One crucial aspect of play is physical risk taking. Children and adolescents must take risks and fail—often—in environments in which failure is not very costly. This is how they extend their abilities, overcome their fears, learn to estimate risk, and learn to cooperate in order to take on larger challenges later. The ever-present possibility of getting hurt while running around, exploring, play-fighting, or getting into a real conflict with another group adds an element of thrill, and thrilling play appears to be the most effective kind for overcoming childhood anxieties and building social, emotional, and physical competence. The desire for risk and thrill increases in the teen years, when failure might carry more serious consequences. Children of all ages need to choose the risk they are ready for at a given moment. Young people who are deprived of opportunities for risk taking and independent exploration will, on average, develop into more anxious and risk-averse adults .

From the April 2014 issue: The overprotected kid

Human childhood and adolescence evolved outdoors, in a physical world full of dangers and opportunities. Its central activities––play, exploration, and intense socializing––were largely unsupervised by adults, allowing children to make their own choices, resolve their own conflicts, and take care of one another. Shared adventures and shared adversity bound young people together into strong friendship clusters within which they mastered the social dynamics of small groups, which prepared them to master bigger challenges and larger groups later on.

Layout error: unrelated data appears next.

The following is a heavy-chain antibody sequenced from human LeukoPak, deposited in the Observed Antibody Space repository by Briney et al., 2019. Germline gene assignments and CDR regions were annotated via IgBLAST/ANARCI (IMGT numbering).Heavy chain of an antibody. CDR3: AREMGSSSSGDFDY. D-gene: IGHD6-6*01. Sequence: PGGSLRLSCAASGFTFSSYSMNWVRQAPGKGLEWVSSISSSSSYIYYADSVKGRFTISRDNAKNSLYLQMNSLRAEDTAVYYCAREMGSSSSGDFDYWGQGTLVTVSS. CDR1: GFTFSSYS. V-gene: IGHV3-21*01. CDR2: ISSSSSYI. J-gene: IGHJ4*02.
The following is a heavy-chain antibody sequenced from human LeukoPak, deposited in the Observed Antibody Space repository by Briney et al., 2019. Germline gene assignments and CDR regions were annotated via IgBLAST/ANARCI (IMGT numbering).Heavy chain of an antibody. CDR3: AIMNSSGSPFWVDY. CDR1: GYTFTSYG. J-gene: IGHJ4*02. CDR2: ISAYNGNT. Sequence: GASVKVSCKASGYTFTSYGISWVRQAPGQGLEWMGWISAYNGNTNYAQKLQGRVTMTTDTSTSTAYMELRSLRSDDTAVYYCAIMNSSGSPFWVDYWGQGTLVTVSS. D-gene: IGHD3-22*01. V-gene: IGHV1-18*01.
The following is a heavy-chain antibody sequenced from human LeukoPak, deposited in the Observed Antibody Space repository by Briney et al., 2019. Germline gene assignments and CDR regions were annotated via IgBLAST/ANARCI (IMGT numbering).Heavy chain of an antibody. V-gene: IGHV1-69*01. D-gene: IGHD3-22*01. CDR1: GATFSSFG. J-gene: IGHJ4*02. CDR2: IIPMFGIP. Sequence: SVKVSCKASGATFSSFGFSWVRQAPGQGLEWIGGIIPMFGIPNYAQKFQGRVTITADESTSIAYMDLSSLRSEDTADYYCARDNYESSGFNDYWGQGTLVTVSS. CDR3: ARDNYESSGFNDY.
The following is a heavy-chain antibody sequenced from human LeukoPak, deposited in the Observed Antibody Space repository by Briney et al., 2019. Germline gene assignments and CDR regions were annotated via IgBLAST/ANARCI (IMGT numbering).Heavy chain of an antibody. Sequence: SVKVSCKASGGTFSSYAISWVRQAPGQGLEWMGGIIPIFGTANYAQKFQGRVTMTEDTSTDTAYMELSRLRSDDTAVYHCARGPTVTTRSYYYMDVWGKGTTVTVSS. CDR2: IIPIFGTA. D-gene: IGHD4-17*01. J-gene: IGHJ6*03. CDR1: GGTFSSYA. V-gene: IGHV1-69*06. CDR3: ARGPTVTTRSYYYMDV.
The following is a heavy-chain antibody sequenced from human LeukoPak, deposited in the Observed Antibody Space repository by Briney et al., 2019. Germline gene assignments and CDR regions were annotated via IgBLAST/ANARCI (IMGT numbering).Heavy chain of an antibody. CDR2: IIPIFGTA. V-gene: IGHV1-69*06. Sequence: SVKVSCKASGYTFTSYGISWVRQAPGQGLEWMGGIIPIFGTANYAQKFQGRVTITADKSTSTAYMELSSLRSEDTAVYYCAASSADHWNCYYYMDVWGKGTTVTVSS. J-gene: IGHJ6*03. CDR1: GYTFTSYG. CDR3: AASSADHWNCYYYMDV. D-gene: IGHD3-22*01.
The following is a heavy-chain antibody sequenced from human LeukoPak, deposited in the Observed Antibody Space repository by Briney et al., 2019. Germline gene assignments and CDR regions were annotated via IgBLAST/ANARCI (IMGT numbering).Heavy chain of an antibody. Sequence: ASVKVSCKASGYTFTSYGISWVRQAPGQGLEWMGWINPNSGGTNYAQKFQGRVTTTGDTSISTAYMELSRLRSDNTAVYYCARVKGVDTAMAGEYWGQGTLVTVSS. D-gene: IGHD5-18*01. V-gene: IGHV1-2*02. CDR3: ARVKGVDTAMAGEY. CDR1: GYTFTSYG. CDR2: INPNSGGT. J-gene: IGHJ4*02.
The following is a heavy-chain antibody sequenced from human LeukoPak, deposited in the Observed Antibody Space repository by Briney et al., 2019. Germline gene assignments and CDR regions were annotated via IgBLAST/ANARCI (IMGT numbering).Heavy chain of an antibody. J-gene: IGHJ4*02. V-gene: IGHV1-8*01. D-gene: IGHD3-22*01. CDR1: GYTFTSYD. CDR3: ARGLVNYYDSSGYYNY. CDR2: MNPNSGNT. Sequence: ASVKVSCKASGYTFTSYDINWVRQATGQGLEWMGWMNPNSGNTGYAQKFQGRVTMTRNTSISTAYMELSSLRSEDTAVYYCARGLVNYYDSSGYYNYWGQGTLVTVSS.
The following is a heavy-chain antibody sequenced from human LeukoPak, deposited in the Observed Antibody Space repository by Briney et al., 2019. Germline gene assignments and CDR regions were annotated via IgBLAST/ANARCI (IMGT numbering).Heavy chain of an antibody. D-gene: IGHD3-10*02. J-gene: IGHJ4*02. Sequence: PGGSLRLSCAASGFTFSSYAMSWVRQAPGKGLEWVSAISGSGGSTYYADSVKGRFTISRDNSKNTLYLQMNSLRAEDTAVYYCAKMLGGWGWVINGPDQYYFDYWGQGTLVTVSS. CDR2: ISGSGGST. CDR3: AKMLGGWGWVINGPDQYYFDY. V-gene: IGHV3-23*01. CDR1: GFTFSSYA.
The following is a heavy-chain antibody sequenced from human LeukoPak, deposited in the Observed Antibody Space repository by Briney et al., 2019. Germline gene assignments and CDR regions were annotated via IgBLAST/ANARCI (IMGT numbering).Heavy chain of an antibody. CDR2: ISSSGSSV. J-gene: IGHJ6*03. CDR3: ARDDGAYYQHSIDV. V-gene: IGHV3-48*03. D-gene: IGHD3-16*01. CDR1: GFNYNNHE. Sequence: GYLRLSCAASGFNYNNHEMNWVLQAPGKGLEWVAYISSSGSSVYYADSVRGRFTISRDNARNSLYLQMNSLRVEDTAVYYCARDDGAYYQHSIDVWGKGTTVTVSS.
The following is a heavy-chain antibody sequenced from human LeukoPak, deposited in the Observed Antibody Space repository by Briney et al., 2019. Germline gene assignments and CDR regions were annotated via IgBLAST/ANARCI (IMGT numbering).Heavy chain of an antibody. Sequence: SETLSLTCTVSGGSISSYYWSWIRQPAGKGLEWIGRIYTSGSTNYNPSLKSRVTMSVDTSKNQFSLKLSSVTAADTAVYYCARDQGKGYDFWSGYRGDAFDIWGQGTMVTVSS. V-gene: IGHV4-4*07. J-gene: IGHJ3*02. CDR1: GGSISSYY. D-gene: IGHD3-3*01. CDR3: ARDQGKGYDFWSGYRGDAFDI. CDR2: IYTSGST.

And then we changed childhood.

The changes started slowly in the late 1970s and ’80s, before the arrival of the internet, as many parents in the U.S. grew fearful that their children would be harmed or abducted if left unsupervised. Such crimes have always been extremely rare, but they loomed larger in parents’ minds thanks in part to rising levels of street crime combined with the arrival of cable TV, which enabled round-the-clock coverage of missing-children cases. A general decline in social capital ––the degree to which people knew and trusted their neighbors and institutions–– exacerbated parental fears . Meanwhile, rising competition for college admissions encouraged more intensive forms of parenting . In the 1990s, American parents began pulling their children indoors or insisting that afternoons be spent in adult-run enrichment activities. Free play, independent exploration, and teen-hangout time declined.